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Roman Bronze Statuette of Attis with a Cornucopia

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: Roman, Ro-Imperial
: 1st-2nd century A.D.
: Bronze
: H: 18.7 cm
: CHF 23'000

Ex-American private collection; Bonham’s London, 21 April 2001, n. 48.


This statuette is complete, except for the end of the cornucopia (horn of plenty) which is lost. The surface of the piece is covered with a dark, uniform patina. The eyes are inlaid with silver, though the pupils have been lost. This piece certainly once belonged to larger object. Although the nature of the larger object cannot be determined, it is possible that the end of the cornucopia may have been mounted by a rod or may have served as a support for a candelabrum, for example.


Reference 13770

The figure is of a young man, standing on the tips of his toes, as if he were mid-dance step: he is dressed in Near Eastern garb, comparable to that worn on figures which appear on coins as well as in marble and bronze statuary from Anatolia. He wears a jacket with long sleeves, fastened on his chest by a fibula in the shape of a gorgon head. The bottom of his stomach is uncovered: the tunic looks windblown, puffing out around his shoulders. His legs are covered in straight pants, fastened behind with five buttons; he wears short, soft-looking shoes (made of cloth or soft leather). His costume is completed by the Phrygian felt cap. From under the cap, we can see the boy’s long, curly hair. The boy’s ethereal nature is highlighted by a pair of small spread wings, which are attached to his back. In his hands (he holds his left hand behind his head, his right is extended before him), he holds a cornucopia: this attribute, along with the boy’s Near Eastern garb and his pose allows us to identify him as Attis, the young shepherd with whom Cybele, the great Phrygian goddess, mother of the gods and of the earth, mistress of the wild animals, fell madly in love. Cybele’s cult originated at Pessinos in the mountains of Asia Minor and spread first to the Greek world and, later, to Rome, where it was officially adopted by the Senate in 204 B.C.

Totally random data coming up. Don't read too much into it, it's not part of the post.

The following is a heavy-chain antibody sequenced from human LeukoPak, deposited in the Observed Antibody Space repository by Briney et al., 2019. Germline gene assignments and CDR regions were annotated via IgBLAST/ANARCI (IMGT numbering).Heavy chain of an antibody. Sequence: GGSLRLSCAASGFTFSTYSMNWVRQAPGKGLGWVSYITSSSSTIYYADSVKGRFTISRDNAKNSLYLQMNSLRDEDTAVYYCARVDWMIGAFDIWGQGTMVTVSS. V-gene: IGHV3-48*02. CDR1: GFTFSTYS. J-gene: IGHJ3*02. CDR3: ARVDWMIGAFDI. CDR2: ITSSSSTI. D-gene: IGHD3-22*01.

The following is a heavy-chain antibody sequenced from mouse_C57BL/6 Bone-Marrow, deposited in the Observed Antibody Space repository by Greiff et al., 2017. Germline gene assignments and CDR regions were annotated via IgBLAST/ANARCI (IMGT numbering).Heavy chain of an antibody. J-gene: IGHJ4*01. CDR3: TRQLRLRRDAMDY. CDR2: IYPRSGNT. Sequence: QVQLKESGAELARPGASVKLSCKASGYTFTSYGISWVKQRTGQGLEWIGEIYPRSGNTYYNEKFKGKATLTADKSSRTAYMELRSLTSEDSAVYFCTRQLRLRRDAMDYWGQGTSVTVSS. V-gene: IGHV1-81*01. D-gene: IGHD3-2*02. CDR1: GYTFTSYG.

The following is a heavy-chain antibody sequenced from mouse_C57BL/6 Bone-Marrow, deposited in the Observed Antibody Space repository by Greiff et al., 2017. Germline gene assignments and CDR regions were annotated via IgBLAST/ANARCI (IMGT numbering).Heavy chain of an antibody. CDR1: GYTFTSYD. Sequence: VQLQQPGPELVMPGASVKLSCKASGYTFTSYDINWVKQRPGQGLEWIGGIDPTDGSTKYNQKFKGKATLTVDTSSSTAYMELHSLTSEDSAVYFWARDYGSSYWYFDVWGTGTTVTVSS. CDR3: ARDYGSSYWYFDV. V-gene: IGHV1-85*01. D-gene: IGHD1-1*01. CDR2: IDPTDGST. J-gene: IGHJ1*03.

The cult, in its primitive manifestation (the cult of pine, of stones, of wild beasts), was characterized by orgiastic, mystical ceremonies, as well as by savage, bloody rites (including the mutilation and emasculation of its priests). In Rome during the Imperial period, Attis, Cybele’s divine consort (according to myth, Attis was himself emasculated), had his own official cult whose popularity waxed as Cybele’s own cult waned. Under Claudius and the Antonines, new spring festivals, heavily influenced by the Phrygian tradition, celebrated the death and resurrection of Attis, symbolizing the yearly rite of rebirth. This iconography, showing Attis holding a cornucopia, is known, but is extremely rare: Attis is often shown in a group with Cybele, sitting on a thrown, accompanied by lions. When he is depicted alone, he is usually shown playing musical (a syrinx or tambourine), carrying a sheep on his shoulders, holding a shepherd’s staff (the lagobolon) or is simply dancing; sometimes he is shown lounging or asleep.


Lexicon Iconographicum Mythologiae Classicae (LIMC), vol. III, Zurich/Munich, 1986, s.v. Attis, p. 29, n. 135-137.

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